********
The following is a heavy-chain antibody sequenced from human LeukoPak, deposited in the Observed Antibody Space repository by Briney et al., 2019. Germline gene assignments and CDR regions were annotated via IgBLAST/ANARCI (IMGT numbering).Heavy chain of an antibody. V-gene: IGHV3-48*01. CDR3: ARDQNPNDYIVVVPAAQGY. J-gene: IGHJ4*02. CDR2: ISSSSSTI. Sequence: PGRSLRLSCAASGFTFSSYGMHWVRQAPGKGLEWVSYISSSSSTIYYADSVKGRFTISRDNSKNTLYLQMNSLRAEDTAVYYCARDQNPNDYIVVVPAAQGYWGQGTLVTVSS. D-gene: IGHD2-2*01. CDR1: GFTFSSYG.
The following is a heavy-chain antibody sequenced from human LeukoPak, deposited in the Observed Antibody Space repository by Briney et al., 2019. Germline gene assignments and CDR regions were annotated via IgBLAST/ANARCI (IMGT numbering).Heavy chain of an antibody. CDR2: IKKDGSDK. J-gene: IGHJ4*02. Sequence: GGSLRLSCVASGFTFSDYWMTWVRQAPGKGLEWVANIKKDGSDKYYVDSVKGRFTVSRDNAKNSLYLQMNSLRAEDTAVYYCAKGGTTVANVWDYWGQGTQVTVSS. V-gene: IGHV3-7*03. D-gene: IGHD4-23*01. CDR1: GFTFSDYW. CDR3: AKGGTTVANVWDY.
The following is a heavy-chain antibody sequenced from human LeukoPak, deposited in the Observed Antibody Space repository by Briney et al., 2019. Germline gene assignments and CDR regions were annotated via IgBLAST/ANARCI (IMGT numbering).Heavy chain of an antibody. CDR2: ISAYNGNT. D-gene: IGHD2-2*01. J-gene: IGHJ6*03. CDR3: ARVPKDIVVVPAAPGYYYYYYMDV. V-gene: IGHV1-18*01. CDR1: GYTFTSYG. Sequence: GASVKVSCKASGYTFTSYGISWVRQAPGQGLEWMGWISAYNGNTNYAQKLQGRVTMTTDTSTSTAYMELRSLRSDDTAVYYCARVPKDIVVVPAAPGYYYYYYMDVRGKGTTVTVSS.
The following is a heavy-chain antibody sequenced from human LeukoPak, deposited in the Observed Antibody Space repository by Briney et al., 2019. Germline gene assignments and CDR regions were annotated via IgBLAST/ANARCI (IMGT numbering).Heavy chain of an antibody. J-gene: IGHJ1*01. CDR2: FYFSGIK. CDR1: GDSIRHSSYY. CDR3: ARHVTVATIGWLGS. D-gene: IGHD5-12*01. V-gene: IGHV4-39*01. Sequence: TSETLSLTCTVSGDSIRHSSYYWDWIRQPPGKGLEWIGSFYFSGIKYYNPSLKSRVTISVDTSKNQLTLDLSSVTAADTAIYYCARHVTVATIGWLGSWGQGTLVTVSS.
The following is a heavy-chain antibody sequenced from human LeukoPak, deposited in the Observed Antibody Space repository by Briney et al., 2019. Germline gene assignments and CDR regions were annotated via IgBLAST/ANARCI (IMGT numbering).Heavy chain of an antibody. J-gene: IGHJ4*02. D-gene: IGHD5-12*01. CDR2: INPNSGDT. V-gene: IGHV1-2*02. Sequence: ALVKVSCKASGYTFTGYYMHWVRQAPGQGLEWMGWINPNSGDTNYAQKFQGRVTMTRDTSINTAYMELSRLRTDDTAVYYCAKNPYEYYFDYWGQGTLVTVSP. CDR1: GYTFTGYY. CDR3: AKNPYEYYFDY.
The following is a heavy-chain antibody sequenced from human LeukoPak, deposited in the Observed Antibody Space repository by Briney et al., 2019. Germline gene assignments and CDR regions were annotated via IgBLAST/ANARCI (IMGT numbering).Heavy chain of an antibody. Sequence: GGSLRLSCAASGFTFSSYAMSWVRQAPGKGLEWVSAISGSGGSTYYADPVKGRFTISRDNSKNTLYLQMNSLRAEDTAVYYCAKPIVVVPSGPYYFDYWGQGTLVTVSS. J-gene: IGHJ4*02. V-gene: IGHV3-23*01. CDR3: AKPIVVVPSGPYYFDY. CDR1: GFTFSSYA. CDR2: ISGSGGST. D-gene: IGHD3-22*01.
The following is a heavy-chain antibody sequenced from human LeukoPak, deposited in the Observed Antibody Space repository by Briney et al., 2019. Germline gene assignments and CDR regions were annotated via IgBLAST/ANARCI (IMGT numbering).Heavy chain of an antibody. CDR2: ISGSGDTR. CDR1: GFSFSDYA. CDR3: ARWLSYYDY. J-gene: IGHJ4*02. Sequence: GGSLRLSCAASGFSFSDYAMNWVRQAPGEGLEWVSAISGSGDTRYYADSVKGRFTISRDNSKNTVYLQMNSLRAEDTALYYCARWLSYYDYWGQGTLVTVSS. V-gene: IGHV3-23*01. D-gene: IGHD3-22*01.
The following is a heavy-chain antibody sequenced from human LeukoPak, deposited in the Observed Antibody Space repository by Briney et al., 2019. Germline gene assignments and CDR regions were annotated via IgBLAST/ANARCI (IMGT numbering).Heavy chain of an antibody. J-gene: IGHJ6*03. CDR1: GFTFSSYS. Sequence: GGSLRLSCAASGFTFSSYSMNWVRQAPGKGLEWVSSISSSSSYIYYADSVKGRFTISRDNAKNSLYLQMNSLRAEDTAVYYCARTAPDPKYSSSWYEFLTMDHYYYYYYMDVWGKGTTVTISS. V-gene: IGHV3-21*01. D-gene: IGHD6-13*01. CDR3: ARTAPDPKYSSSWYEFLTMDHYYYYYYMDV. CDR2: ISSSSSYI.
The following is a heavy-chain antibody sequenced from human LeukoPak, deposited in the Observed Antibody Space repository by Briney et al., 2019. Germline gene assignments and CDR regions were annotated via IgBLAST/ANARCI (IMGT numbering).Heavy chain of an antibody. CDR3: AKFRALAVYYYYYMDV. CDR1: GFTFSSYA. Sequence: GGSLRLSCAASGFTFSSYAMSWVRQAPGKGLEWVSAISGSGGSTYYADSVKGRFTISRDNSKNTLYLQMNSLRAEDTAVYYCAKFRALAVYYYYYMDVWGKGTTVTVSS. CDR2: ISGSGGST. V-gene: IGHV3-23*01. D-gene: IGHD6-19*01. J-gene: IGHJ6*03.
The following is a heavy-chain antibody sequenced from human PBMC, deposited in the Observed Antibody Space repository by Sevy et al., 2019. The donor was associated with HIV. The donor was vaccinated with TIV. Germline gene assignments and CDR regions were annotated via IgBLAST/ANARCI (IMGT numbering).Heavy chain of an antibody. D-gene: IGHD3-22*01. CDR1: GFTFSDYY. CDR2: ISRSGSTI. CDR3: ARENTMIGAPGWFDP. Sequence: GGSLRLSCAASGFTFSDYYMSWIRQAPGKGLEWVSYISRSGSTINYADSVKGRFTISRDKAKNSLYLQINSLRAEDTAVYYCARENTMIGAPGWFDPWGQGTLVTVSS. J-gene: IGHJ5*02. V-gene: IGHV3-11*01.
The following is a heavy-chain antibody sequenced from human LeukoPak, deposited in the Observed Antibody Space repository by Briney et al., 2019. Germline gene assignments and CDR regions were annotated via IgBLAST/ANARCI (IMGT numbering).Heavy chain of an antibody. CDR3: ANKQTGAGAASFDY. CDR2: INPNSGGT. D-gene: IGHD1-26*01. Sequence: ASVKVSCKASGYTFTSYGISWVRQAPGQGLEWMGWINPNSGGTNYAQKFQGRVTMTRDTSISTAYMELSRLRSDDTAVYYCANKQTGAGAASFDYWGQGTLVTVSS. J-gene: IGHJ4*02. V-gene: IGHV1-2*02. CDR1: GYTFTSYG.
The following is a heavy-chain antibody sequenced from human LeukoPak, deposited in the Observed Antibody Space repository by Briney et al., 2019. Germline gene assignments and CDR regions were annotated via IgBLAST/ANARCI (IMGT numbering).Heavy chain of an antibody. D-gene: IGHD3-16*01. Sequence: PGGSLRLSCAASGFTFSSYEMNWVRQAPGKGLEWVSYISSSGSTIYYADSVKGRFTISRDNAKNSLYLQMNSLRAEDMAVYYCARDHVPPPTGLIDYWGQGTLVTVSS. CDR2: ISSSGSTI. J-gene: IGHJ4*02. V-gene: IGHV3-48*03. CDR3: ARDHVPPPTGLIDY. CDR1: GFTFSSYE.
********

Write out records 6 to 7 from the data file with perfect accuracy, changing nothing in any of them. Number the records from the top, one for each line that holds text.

The following is a heavy-chain antibody sequenced from human LeukoPak, deposited in the Observed Antibody Space repository by Briney et al., 2019. Germline gene assignments and CDR regions were annotated via IgBLAST/ANARCI (IMGT numbering).Heavy chain of an antibody. Sequence: GGSLRLSCAASGFTFSSYAMSWVRQAPGKGLEWVSAISGSGGSTYYADPVKGRFTISRDNSKNTLYLQMNSLRAEDTAVYYCAKPIVVVPSGPYYFDYWGQGTLVTVSS. J-gene: IGHJ4*02. V-gene: IGHV3-23*01. CDR3: AKPIVVVPSGPYYFDY. CDR1: GFTFSSYA. CDR2: ISGSGGST. D-gene: IGHD3-22*01.
The following is a heavy-chain antibody sequenced from human LeukoPak, deposited in the Observed Antibody Space repository by Briney et al., 2019. Germline gene assignments and CDR regions were annotated via IgBLAST/ANARCI (IMGT numbering).Heavy chain of an antibody. CDR2: ISGSGDTR. CDR1: GFSFSDYA. CDR3: ARWLSYYDY. J-gene: IGHJ4*02. Sequence: GGSLRLSCAASGFSFSDYAMNWVRQAPGEGLEWVSAISGSGDTRYYADSVKGRFTISRDNSKNTVYLQMNSLRAEDTALYYCARWLSYYDYWGQGTLVTVSS. V-gene: IGHV3-23*01. D-gene: IGHD3-22*01.